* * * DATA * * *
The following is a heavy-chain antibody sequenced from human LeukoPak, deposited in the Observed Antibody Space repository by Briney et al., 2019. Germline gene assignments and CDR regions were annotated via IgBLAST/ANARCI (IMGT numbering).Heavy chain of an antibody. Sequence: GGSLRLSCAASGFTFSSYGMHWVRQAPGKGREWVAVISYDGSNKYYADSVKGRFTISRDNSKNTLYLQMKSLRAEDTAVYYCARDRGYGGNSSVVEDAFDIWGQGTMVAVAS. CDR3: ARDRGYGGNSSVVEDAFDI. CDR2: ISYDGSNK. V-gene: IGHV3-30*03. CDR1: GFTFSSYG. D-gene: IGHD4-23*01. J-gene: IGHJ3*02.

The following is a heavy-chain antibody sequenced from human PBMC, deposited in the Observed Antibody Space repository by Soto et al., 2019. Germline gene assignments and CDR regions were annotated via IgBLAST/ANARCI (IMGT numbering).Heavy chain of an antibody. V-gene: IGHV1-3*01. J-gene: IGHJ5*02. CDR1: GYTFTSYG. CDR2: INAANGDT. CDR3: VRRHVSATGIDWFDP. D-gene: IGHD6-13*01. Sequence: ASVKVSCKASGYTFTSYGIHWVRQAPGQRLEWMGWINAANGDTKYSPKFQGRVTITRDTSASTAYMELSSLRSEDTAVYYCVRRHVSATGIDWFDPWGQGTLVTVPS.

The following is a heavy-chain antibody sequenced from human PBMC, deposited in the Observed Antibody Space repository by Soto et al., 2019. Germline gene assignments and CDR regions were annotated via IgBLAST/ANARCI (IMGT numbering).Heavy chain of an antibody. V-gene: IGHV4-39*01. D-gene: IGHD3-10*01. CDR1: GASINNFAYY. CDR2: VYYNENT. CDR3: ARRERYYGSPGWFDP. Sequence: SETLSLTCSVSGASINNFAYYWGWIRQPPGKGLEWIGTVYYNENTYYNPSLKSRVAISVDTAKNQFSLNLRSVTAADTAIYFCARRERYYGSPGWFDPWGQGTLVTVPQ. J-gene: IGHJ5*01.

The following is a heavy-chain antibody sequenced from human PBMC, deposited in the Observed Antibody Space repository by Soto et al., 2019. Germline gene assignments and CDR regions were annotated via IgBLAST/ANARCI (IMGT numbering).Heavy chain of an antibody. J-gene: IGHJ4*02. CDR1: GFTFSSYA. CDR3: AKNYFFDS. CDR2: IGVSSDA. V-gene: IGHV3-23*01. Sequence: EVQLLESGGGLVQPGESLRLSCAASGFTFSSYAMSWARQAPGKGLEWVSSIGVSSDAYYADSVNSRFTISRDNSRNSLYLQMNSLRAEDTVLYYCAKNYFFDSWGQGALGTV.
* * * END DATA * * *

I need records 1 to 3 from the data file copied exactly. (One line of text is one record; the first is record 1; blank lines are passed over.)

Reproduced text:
The following is a heavy-chain antibody sequenced from human LeukoPak, deposited in the Observed Antibody Space repository by Briney et al., 2019. Germline gene assignments and CDR regions were annotated via IgBLAST/ANARCI (IMGT numbering).Heavy chain of an antibody. Sequence: GGSLRLSCAASGFTFSSYGMHWVRQAPGKGREWVAVISYDGSNKYYADSVKGRFTISRDNSKNTLYLQMKSLRAEDTAVYYCARDRGYGGNSSVVEDAFDIWGQGTMVAVAS. CDR3: ARDRGYGGNSSVVEDAFDI. CDR2: ISYDGSNK. V-gene: IGHV3-30*03. CDR1: GFTFSSYG. D-gene: IGHD4-23*01. J-gene: IGHJ3*02.

The following is a heavy-chain antibody sequenced from human PBMC, deposited in the Observed Antibody Space repository by Soto et al., 2019. Germline gene assignments and CDR regions were annotated via IgBLAST/ANARCI (IMGT numbering).Heavy chain of an antibody. V-gene: IGHV1-3*01. J-gene: IGHJ5*02. CDR1: GYTFTSYG. CDR2: INAANGDT. CDR3: VRRHVSATGIDWFDP. D-gene: IGHD6-13*01. Sequence: ASVKVSCKASGYTFTSYGIHWVRQAPGQRLEWMGWINAANGDTKYSPKFQGRVTITRDTSASTAYMELSSLRSEDTAVYYCVRRHVSATGIDWFDPWGQGTLVTVPS.

The following is a heavy-chain antibody sequenced from human PBMC, deposited in the Observed Antibody Space repository by Soto et al., 2019. Germline gene assignments and CDR regions were annotated via IgBLAST/ANARCI (IMGT numbering).Heavy chain of an antibody. V-gene: IGHV4-39*01. D-gene: IGHD3-10*01. CDR1: GASINNFAYY. CDR2: VYYNENT. CDR3: ARRERYYGSPGWFDP. Sequence: SETLSLTCSVSGASINNFAYYWGWIRQPPGKGLEWIGTVYYNENTYYNPSLKSRVAISVDTAKNQFSLNLRSVTAADTAIYFCARRERYYGSPGWFDPWGQGTLVTVPQ. J-gene: IGHJ5*01.